Glass was a lighting, sound and dance piece which offers an insight into the fractured perspective of an individual’s struggles through lockdown.
The project aimed to put lighting and movement on an equal footing, working in tandem to evoke the feelings that many people have experienced during this very difficult time.
Rob Mennear, choreographer and director of his company GRIT Dance, had a very clear idea of what he wanted to create and had already been in discussions with suppliers JHAV about the best setup when I was brought onto the project.
The rig consisted of five LED battens rigged vertically on booms surrounding a 5m square stage space. We also added four floor Parcans to use as a contrast and dynamic shift for certain moments. Finally, a Parcan rigged on the DSL boom provided a very different effect for the final part of the choreography.
The one remaining decision was what control system to use. This was largely based on what I was most confident programming – as usual the time and budget was tight so there was no time for me to learn a new desk. I chose Qlab for timecode and audio and ETC Nomad running Eos software for lighting as it was capable of producing some of the advanced effects I knew we would need and I had used Ions at Rose Bruford and Nomad software on contracts at AMATA and with Bgroup.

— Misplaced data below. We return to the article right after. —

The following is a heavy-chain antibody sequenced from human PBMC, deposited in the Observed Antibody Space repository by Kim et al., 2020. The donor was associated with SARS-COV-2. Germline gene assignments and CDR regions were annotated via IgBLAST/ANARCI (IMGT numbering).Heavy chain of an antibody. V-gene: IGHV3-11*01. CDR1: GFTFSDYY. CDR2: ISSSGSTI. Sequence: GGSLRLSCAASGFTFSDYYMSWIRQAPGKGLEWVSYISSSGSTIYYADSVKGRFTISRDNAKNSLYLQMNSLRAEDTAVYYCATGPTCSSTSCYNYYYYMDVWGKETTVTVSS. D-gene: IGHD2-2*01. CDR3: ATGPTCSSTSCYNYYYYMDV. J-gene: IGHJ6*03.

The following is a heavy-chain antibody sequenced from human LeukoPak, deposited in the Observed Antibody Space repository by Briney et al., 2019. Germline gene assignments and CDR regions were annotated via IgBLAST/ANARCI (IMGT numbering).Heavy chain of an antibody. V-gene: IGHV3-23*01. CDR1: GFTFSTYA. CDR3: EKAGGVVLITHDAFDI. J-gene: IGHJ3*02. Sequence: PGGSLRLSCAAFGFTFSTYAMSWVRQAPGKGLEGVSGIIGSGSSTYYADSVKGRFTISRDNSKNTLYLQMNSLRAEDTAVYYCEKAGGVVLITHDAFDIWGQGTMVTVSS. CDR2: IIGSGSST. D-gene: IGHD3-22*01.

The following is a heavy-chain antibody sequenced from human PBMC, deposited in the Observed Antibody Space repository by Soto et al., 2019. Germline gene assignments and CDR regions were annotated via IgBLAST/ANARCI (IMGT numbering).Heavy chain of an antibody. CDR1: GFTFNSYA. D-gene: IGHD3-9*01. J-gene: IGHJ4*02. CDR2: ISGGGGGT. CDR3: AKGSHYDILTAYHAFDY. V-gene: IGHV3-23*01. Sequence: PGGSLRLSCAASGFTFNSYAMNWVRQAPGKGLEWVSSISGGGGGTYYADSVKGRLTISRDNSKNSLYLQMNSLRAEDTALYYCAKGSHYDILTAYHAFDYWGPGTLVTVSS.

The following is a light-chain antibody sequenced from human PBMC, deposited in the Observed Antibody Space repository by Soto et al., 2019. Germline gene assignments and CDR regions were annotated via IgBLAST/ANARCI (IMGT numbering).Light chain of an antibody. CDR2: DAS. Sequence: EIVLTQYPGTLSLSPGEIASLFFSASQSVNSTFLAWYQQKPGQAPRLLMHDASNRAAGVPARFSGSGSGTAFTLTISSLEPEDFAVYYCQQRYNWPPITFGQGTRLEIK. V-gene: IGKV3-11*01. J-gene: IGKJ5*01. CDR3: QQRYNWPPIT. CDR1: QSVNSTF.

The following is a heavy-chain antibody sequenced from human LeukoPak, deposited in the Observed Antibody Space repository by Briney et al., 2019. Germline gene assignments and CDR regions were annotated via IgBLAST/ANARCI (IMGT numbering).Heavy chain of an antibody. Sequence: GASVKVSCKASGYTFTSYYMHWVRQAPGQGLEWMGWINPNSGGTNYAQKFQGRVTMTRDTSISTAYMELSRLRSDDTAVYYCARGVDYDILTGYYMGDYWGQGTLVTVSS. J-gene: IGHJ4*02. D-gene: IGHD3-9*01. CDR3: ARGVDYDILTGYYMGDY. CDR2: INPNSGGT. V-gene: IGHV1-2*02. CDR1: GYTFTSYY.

A key decision that had to be taken was which mode to run the LED battens in. For ease of programming I was tempted to run them in single unit mode where all 12 cells respond together. However, I was aware that this would limit us in the types of effects we could create and so in the end, I chose to run each cell individually which Nomad was very capable of handling. I’m glad I did as we were able to create some awesome effects using the individual cells.
Rob and I had two days in a space in Lostwithial to program the desk before he spent two days with dancer Gil Ratcliffe developing the choreography. We spent some of the first day ensuring that the scale matched the time available and, once we had ironed that out the second day went much more smoothly. The piece was built in Qlab which fired both the audio tracks and, using OSC, the lighting cues on Nomad, so once Rob pressed GO, the whole piece ran to time, every time.
The dress rehearsal at The Minack went perfectly – it is wonderful to complete a setup and hit go and watch everything fire off exactly as it had in creation.
The elephant in the room is of course Covid-19. In October 2020 the UK infection rate was rising fast from its summer level. The kids were back at school and the weather was getting colder. The guidance was that you could work, if you could keep 2m apart or 1m with extra measures. During our time in the rehearsal space in Lostwithial, Rob and I both wore masks, and had hand sanitizer close by. We were seated 2m apart when programming and made sure we kept our distance at other times. It was an amazing opportunity to be one of the few designers creating work during a pandemic and one that I will remember for a long time.